DECKER, Mont. — A group of students took a field trip to the Decker Coal Mine this week, with an intention to teach, rather than learn.

Fourth- and fifth-graders from five elementary schools in Sheridan County School District 2 traveled to the mine on three separate days to present ideas for using mining material that otherwise gets discarded. Tuesday, students presented possible applications of nonel cords — part of the detonation process at the mine. The ideas included turning the cords into dog leashes, doormats and pieces of playground equipment.

SCSD2 special services teacher Molly Kinsey gave the students the assignment in January as part of their seminar class. The course meets once per week for two hours with highly capable students at the various schools. The main question they had to answer was: “How can we repurpose the detonation cord from Decker Coal Mine to help it have less impact on the environment?”

Kinsey said her seminar students hadn’t done anything similar to this in the past. The students came up with unique ideas, which Kinsey enjoyed.

“That’s the fun part,” Kinsey said. “Oftentimes I’ll say, ‘We’re doing something this way,’ and they’ll say, ‘Why Mrs. Kinsey? We should do it this way,’ and I’ll go, ‘Right you are, OK.’ With this group of kids, they keep you on your toes all the time.”

Students worked in groups of three or four and sometimes changed their idea until they could find a realistic proposal. After they settled on a solution, the students had to build a model and work on about a five-minute presentation.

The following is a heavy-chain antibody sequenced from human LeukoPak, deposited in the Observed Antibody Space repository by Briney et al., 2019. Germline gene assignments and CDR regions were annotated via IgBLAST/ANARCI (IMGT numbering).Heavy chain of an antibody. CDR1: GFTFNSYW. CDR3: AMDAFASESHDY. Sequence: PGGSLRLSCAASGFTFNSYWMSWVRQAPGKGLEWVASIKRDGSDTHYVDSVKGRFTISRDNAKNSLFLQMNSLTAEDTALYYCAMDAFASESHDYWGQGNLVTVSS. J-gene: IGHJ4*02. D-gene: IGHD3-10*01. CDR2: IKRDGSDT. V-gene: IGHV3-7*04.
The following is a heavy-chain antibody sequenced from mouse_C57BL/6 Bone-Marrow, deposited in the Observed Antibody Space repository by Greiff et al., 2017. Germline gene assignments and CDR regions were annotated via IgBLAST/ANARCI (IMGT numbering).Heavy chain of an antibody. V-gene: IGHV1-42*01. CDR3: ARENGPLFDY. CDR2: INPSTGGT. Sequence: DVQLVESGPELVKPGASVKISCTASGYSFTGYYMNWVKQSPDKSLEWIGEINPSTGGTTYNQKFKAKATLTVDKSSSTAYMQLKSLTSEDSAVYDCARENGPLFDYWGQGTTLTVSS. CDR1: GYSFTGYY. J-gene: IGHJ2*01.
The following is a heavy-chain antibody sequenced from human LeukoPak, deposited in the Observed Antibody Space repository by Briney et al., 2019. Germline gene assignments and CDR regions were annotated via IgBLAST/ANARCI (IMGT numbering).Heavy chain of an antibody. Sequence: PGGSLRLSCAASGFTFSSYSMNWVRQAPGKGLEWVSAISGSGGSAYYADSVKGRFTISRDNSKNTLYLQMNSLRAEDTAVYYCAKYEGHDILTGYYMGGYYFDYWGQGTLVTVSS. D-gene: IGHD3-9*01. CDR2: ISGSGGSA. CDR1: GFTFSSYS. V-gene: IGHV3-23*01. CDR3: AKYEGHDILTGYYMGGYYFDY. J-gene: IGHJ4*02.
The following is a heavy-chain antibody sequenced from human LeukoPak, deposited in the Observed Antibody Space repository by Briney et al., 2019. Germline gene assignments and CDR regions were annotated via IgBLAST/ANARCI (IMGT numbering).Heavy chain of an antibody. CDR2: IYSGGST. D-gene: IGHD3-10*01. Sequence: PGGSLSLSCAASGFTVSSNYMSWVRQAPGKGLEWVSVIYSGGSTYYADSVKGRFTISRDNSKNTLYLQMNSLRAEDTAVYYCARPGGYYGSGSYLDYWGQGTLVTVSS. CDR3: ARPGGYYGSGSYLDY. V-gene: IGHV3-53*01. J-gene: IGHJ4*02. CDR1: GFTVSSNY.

Zander Cleland, a fifth-grader at Highland Park, said he came up with the idea for a doormat after trying to wipe gum off the bottom of his shoe. He said the doormat was easier to build than he thought and can also be cleaned easily with water.

Gideon Smith, a fourth-grader at Highland Park, was part of a group that proposed the idea of using the cord to help construct a playground dome climber. Smith researched metal poles to use, while the other two group members looked up how to keep the poles firmly in the ground and focused on problems they might encounter. Smith said he learned a lot of interesting info, like the fact that an 80-pound bag of cement only costs a few dollars.

The students were a bit nervous presenting to five managers from the mine but seemed to enjoy it. One student called the experience, “terrifyingly amazing.”

Don Kollekowski, Decker Coal Mine manager of safety and health, was one of the employees who sat in on the presentations. Kollekowski said about 150,000 feet of nonel cord is discarded by the mine every year, so a viable alternative could help reduce waste and also lower costs for the company, which takes the material to a landfill in Hardin, Montana, to be burned.

The material is plastic, which basically never decomposes. Kollekowski attempted to use the material as wire in his weed eater, but that didn’t work.

“If we can repurpose it, that’d be wonderful,” Kollekowski said.

 He said students rarely visit the mine, so it was neat to hear their ideas, some of which he seemed seriously interested. Kollekowski added that the mine may work with local organizations to test out the applicability of the ideas.